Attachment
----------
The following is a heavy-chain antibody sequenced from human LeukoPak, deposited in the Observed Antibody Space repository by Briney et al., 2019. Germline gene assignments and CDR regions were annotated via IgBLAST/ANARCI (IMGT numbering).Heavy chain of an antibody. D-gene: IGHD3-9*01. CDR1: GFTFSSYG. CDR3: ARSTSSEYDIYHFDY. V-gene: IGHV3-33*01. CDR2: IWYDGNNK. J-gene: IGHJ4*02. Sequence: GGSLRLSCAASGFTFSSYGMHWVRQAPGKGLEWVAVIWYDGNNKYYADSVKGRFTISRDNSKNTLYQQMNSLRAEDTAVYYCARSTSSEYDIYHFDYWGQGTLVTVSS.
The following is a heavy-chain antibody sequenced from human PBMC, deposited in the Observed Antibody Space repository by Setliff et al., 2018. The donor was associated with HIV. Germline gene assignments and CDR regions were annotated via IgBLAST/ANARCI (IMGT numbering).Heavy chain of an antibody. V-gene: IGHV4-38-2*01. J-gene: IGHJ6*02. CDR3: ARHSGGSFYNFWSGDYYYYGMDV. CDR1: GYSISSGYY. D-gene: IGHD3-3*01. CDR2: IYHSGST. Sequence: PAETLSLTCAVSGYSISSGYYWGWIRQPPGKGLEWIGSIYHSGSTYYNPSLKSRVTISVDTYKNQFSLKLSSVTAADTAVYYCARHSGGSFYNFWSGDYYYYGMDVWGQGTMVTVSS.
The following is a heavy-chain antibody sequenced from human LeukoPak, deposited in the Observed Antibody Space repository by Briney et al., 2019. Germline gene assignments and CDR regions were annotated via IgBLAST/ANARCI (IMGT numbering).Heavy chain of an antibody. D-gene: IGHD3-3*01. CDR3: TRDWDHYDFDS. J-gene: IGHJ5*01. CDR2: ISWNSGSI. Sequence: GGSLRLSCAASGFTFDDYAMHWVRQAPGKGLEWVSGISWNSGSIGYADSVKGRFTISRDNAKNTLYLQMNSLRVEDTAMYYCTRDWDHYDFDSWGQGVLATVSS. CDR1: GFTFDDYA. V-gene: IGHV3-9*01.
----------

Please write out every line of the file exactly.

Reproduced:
The following is a heavy-chain antibody sequenced from human LeukoPak, deposited in the Observed Antibody Space repository by Briney et al., 2019. Germline gene assignments and CDR regions were annotated via IgBLAST/ANARCI (IMGT numbering).Heavy chain of an antibody. D-gene: IGHD3-9*01. CDR1: GFTFSSYG. CDR3: ARSTSSEYDIYHFDY. V-gene: IGHV3-33*01. CDR2: IWYDGNNK. J-gene: IGHJ4*02. Sequence: GGSLRLSCAASGFTFSSYGMHWVRQAPGKGLEWVAVIWYDGNNKYYADSVKGRFTISRDNSKNTLYQQMNSLRAEDTAVYYCARSTSSEYDIYHFDYWGQGTLVTVSS.
The following is a heavy-chain antibody sequenced from human PBMC, deposited in the Observed Antibody Space repository by Setliff et al., 2018. The donor was associated with HIV. Germline gene assignments and CDR regions were annotated via IgBLAST/ANARCI (IMGT numbering).Heavy chain of an antibody. V-gene: IGHV4-38-2*01. J-gene: IGHJ6*02. CDR3: ARHSGGSFYNFWSGDYYYYGMDV. CDR1: GYSISSGYY. D-gene: IGHD3-3*01. CDR2: IYHSGST. Sequence: PAETLSLTCAVSGYSISSGYYWGWIRQPPGKGLEWIGSIYHSGSTYYNPSLKSRVTISVDTYKNQFSLKLSSVTAADTAVYYCARHSGGSFYNFWSGDYYYYGMDVWGQGTMVTVSS.
The following is a heavy-chain antibody sequenced from human LeukoPak, deposited in the Observed Antibody Space repository by Briney et al., 2019. Germline gene assignments and CDR regions were annotated via IgBLAST/ANARCI (IMGT numbering).Heavy chain of an antibody. D-gene: IGHD3-3*01. CDR3: TRDWDHYDFDS. J-gene: IGHJ5*01. CDR2: ISWNSGSI. Sequence: GGSLRLSCAASGFTFDDYAMHWVRQAPGKGLEWVSGISWNSGSIGYADSVKGRFTISRDNAKNTLYLQMNSLRVEDTAMYYCTRDWDHYDFDSWGQGVLATVSS. CDR1: GFTFDDYA. V-gene: IGHV3-9*01.